I now do whatever it takes to put myself and my studio practice first. I do whatever I need to do in order to do so. I am also very interested in my Ojibwe Culture, and learning everything I can about it. I am going to Turtle Creek Reservation this June for a language immersion residency.

decor8talk: Meet Gina Adams
decor8: Give me 5 words that describe your work…

gina: Conceptual, insightful, contemplative, memory, playful.

decor8: Where are you based and what do you really enjoy about it there?

gina: I live in York, Maine in a house that was built by my grandfather. I have been fortunate to live in a place where I have support from my family to do so. My studio is about 15 minutes away, and only 3 minutes from Bewick Academy, where my son goes to school. My husband Mark and I really enjoying kayaking off the coast of Maine as well as hiking and exploring in the Maine woods.

decor8: When was it that you decided to do this for a living?

gina: Well, I graduated from the Maine College of Art in 2002. My first thought was that I had to get a ?real job?, in order to pay the bills. I worked for the Gap for 6 months as an assistant manager. I had been hired with the promise of a four day work week so that I could get two days in at my studio. I never worked less than a six day week. The job was not only stressful, but the people were false. Art school had changed me. Now I saw the world where one person could make a difference. Folding the perfect shirt and making sure the Gap made more money did not seem like a priority. After six months, I quit with a new resolve. I would from that day forward do whatever I needed to do so that I could work in my studio a minimum of four days a week, while at the same time spending quality time with my husband, Mark and the boys.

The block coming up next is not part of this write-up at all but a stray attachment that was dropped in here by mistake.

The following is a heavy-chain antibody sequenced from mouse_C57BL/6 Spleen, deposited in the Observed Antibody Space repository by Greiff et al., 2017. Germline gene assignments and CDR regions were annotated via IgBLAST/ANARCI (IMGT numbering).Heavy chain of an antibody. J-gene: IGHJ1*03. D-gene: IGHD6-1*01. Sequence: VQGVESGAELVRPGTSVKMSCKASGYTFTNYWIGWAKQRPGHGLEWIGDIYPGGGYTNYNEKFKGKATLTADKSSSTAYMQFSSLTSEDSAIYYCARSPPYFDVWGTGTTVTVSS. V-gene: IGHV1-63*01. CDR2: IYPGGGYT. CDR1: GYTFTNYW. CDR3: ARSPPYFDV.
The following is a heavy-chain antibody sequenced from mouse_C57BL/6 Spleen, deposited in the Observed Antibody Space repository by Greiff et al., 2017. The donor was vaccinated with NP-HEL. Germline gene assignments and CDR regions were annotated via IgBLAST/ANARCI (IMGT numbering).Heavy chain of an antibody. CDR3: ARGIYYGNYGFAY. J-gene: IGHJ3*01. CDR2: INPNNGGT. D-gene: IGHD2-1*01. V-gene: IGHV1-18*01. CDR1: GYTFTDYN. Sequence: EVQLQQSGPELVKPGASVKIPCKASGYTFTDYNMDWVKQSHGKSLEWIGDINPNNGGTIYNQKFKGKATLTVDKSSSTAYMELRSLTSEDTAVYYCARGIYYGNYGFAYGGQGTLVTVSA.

decor8: Do you participate in shows? Are you represented by a gallery?

gina: Yes. Art Consultant, Emily Leach of Salmon Falls Village Gallery, Rollinsford, NH, Pierogi in Williamsburg, Brooklyn, NY, Nahcotta in Portsmouth, NH, Mary Harding at the George Marshall Gallery in York, Maine.